"I was surprised when my name was called, because the other nominees in my category are so great. I think maybe I won because of the energy and the comedy in the part. The voters seem to enjoy a good comic role."
Nina Arianda (Best Actress in a Play, Venus In Fur)
"There is something I was told when I was at NYU: Assume that you're brilliant." And that mentality has allowed me to walk into an audition or stand here in front of all of you."
Judith Light (Best Featured Actress in a Play, Other Desert Cities)
"When I was starting out doing regional theater, I never thought this moment would really happen. I dreamed about it, of course. What's so important to me about working in the theater is we get to be in this moment of time with the audience, sharing an experience, and nothing is more important than that moment. I find it very spiritual."
Christian Borle (Best Featured Actor in a Play, Peter and the Starcatcher)
"I guess it's easy now to look back at our first production at the La Jolla Playhouse and see it as some sort of magical time, but it truly felt like the best collaboration I've ever had. I really felt everything clicked into place. Now, I have about a month left with the show before I go back to filming Smash. I am looking forward to working with Debra Messing again, fighting with Jack Davenport, and to see more real theater drama in the show. I have no idea what my character is going to do next season - maybe we'll write another musical."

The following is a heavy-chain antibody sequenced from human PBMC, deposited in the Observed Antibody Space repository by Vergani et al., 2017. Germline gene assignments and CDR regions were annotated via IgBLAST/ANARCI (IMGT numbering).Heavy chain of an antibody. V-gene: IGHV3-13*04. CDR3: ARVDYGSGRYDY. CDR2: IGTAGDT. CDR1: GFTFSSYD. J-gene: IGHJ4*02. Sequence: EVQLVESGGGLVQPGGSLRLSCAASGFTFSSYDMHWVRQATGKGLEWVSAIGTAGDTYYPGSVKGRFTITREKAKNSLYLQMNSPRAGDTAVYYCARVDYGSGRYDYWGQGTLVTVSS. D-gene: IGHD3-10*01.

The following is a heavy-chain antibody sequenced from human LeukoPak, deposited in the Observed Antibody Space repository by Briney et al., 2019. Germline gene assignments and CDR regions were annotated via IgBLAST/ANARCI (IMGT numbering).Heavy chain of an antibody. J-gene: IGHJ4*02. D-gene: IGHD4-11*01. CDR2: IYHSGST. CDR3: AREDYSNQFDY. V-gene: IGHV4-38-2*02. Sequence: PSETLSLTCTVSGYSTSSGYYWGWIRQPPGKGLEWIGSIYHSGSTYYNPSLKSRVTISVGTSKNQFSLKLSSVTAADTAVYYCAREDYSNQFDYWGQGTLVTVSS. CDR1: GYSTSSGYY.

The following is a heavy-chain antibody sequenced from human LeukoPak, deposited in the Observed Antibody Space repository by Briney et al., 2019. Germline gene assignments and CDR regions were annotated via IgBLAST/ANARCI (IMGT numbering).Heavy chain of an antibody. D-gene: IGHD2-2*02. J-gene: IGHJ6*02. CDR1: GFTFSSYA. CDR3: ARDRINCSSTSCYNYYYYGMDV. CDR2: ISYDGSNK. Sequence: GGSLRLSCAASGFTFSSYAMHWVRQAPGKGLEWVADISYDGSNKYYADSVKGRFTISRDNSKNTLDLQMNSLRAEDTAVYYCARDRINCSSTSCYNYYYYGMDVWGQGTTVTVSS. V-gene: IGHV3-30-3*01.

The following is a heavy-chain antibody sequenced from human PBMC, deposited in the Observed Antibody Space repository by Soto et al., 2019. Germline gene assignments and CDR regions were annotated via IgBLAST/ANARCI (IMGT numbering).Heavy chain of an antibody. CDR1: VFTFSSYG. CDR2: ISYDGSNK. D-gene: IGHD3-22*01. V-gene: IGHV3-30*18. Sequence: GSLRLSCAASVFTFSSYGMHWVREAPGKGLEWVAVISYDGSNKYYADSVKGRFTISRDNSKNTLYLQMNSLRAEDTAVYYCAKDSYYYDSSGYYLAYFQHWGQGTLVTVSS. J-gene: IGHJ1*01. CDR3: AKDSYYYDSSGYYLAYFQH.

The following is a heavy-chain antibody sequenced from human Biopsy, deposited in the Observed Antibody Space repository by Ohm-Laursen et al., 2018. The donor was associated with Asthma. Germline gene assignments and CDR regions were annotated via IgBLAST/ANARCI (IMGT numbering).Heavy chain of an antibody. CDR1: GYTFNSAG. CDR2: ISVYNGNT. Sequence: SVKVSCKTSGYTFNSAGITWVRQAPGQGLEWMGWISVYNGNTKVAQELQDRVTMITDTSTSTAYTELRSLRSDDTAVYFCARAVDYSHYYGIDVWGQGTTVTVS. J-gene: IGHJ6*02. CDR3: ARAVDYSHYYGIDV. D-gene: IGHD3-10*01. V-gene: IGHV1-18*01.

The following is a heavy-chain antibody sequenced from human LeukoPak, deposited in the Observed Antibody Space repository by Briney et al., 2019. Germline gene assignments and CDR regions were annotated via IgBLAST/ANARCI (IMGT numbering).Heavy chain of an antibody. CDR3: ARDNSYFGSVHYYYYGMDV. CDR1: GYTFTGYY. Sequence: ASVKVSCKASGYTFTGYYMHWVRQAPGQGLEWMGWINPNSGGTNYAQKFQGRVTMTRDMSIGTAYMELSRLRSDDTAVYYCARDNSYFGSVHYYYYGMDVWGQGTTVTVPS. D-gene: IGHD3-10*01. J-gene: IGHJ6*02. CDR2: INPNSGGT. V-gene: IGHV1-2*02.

Christopher Gattelli (Best Choreography, Newsies)
"I paused before coming into this room so I could see our show's performance, because that was the most important moment of the day for me. Newsies is all about the next generation of performers coming to the table and those boys showing everyone what they can do. Working on this show has completely reinvigorated me as a choreographer."
John Tiffany (Best Director of a Musical, Once)
"My dad used to play in a brass band in London, and he would take me to these concerts in pubs, and I saw how working class people can communicate in music in a way they can't in words, and that's what spoke to me about this show. It's also why I wanted the bar on stage, and it took a lot of pushing to get that in a Broadway show -- to have liquor on stage and the audience on stage. Personally, I would love it to be an open bar, but you'd have to ask the producers how they feel about that."
Donyale Werle (Best Set Design of a Play, Peter and the Starcatcher)
"I was totally surprised to win! My husband works on Clybourne Park and he told me how amazing that changeover was, so I thought Daniel Ostling would win."
Alan Menken (Best Score, Newsies)
"The Tony means something different to me than the Oscars. I can't say it means more, but it means a helluva lot. I was born in Manhattan and grew up in New York. And when you get honored for something like this, it means the entire score touches people, not just one song."
Bob Crowley (Best Set Design of a Musical, Once)
"I've done big shows and spent lots of other people's money on big sets, so to win for this simple set means maybe something in the zeitgeist is saying less is more. Of course, it would be silly for me to predict the demise of the megamusical, but maybe the bling era is gone for a while."